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New technique enables efficient integration of III-V with silicon

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The method involves selectively growing III-V materials on silicon-on-insulator laterally, without thick buffers

Researchers at the Hong Kong University of Science and Technology (HKUST) have developed a new integration technique for efficient integration of III-V compound semiconductor devices and silicon. The scientists say this method paves the way for photonic integration at low cost, large volume, and high speed and throughput, potentially revolutionising data communications. The findings are reported in the journal Laser & Photonics Reviews.

Unlike conventional integrated circuits, or microchips, that use electrons, photonic integrated circuits use photons, or particles of light. Photonic integration combines light and electronics to speed up data transfer. Silicon photonics, in particular, is at the forefront of this revolution as it enables the creation of high-speed, low-cost connections that can handle massive amounts of data at once.

While silicon can handle passive optical functions, it struggles with active tasks, such as generating light (lasers) or detecting it (photodetectors) – both key components for data generation and readout. This necessitates the integration of III-V semiconductor materials (which use elements from groups III and V of the periodic table) onto a silicon substrate for complete functionality and enhanced efficiency.

However, while III-V semiconductors do the active tasks well, they do not naturally work well with silicon. The team, led by Xue Ying, research assistant professor, and Lau Kei-May, research professor from the Division of Emerging Interdisciplinary Areas (EMIA), tackled this challenge by finding a way to make III-V devices work efficiently with silicon.

They developed a technique called lateral aspect ratio trapping (LART) – a novel selective direct epitaxy method that can selectively grow III-V materials on silicon-on-insulator (SOI) in a lateral direction without the need for thick buffers.

While no integration methods reported in the previous literature could solve the challenge with high coupling efficiency and high production volume, their method achieved an in-plane III-V laser, so that the III-V laser can couple with silicon in the same plane, making it efficient.

“Our approach addressed the mismatch of III-V devices and silicon,” said Xue. “It achieved excellent performance of III-V devices and made it easy and efficient to couple III-V with silicon.”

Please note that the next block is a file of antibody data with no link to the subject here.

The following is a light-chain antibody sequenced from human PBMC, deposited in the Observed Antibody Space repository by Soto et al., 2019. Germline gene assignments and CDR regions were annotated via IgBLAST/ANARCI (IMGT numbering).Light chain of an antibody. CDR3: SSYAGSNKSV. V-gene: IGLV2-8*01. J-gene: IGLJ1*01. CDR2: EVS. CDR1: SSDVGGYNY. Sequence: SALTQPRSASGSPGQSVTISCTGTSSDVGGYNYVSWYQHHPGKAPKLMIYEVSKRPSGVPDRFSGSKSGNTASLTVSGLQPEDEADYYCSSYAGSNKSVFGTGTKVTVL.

In the past decades, data traffic has grown exponentially, driven by emerging technologies such as big data, cloud applications, and sensors. The field of integrated circuits, also known as microelectronics, has enabled that growth by making electronic devices smaller and faster thanks to Moore’s Law, an observation that the number of transistors on a microchip doubles about every two years. But the continued explosion of data traffic has pushed traditional electronic devices to their limits.

The start of the Zettabyte Era in 2016 ushered in soaring growth in data generation, processing, transmission, storage, and readout. This surge poses critical challenges of speed, bandwidth, cost, and power consumption. This is where photonic integration, in particular silicon photonics, comes in.

In the next steps, the team plans to show that III-V lasers integrated with silicon waveguides can perform well, with a low threshold, high output power, long lifetime, and the ability to operate at high temperatures.

Xue added that there are key scientific challenges to address before the new technique can be used in everyday technologies. However, the scientists say it will enable new-generation communications and various emerging applications and research areas, including supercomputers, artificial intelligence (AI), biomedicine, automotive applications, and neural and quantum networks.

Image credit: Hong Kong University of Science and Technology

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